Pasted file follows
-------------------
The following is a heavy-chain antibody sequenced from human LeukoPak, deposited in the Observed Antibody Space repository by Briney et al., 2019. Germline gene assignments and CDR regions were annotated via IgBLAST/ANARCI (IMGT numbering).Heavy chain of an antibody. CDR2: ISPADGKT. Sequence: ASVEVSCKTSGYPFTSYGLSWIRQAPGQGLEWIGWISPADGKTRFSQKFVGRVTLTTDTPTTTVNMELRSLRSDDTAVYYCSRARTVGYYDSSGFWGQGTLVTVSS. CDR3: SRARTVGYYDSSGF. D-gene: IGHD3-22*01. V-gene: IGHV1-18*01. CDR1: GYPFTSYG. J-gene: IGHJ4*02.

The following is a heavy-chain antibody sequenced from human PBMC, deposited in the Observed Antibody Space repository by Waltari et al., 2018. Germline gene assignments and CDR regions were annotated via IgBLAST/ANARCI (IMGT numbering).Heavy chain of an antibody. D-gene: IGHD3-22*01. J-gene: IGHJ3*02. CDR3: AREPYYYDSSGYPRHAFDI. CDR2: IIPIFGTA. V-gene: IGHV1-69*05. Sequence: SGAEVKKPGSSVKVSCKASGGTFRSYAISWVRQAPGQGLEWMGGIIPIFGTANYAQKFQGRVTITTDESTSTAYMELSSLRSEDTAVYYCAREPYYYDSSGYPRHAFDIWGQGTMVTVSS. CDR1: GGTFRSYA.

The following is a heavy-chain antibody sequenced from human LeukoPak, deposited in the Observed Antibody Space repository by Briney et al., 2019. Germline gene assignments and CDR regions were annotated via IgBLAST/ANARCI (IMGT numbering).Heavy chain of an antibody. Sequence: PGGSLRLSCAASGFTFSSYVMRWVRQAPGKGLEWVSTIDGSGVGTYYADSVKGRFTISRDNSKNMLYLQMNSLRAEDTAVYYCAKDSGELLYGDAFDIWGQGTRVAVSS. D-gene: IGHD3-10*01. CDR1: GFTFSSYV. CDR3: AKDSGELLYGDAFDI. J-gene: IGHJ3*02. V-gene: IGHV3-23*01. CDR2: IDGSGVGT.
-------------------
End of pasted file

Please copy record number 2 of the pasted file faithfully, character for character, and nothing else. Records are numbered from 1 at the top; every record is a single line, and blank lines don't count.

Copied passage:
The following is a heavy-chain antibody sequenced from human PBMC, deposited in the Observed Antibody Space repository by Waltari et al., 2018. Germline gene assignments and CDR regions were annotated via IgBLAST/ANARCI (IMGT numbering).Heavy chain of an antibody. D-gene: IGHD3-22*01. J-gene: IGHJ3*02. CDR3: AREPYYYDSSGYPRHAFDI. CDR2: IIPIFGTA. V-gene: IGHV1-69*05. Sequence: SGAEVKKPGSSVKVSCKASGGTFRSYAISWVRQAPGQGLEWMGGIIPIFGTANYAQKFQGRVTITTDESTSTAYMELSSLRSEDTAVYYCAREPYYYDSSGYPRHAFDIWGQGTMVTVSS. CDR1: GGTFRSYA.